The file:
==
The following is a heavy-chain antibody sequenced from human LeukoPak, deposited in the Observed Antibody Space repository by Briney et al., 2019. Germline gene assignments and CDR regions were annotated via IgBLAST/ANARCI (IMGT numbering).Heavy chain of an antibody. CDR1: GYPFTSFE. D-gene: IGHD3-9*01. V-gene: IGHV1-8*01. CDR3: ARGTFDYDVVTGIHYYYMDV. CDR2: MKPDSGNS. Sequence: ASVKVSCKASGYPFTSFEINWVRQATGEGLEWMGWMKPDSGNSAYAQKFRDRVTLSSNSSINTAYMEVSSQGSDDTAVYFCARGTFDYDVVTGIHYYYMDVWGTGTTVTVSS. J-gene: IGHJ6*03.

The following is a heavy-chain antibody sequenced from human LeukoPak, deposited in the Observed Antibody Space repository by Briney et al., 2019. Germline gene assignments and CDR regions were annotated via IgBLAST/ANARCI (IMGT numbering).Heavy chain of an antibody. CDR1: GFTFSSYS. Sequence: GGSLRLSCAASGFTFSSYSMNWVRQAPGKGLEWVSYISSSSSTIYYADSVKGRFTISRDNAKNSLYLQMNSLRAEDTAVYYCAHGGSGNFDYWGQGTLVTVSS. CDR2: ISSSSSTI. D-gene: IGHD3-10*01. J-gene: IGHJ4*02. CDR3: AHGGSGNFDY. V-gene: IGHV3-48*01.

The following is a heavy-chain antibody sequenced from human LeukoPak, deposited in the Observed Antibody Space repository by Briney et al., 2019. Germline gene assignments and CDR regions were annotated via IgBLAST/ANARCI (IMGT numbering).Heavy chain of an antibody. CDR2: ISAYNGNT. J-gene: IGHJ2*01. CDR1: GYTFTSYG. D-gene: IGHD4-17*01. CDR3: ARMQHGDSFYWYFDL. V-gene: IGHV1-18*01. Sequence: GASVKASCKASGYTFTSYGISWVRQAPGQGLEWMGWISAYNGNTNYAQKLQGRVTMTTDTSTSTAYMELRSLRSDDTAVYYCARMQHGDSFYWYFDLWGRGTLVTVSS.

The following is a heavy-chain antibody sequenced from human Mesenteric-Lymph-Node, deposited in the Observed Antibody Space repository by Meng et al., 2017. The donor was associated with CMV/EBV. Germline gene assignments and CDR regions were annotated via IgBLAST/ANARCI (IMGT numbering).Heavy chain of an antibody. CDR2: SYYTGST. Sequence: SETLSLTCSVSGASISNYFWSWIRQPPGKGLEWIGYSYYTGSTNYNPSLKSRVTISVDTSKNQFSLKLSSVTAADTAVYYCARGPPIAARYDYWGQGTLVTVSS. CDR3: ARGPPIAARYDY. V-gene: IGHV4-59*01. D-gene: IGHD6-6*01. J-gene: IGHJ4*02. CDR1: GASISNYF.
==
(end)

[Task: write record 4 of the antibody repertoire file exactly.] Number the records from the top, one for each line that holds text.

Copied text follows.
The following is a heavy-chain antibody sequenced from human Mesenteric-Lymph-Node, deposited in the Observed Antibody Space repository by Meng et al., 2017. The donor was associated with CMV/EBV. Germline gene assignments and CDR regions were annotated via IgBLAST/ANARCI (IMGT numbering).Heavy chain of an antibody. CDR2: SYYTGST. Sequence: SETLSLTCSVSGASISNYFWSWIRQPPGKGLEWIGYSYYTGSTNYNPSLKSRVTISVDTSKNQFSLKLSSVTAADTAVYYCARGPPIAARYDYWGQGTLVTVSS. CDR3: ARGPPIAARYDY. V-gene: IGHV4-59*01. D-gene: IGHD6-6*01. J-gene: IGHJ4*02. CDR1: GASISNYF.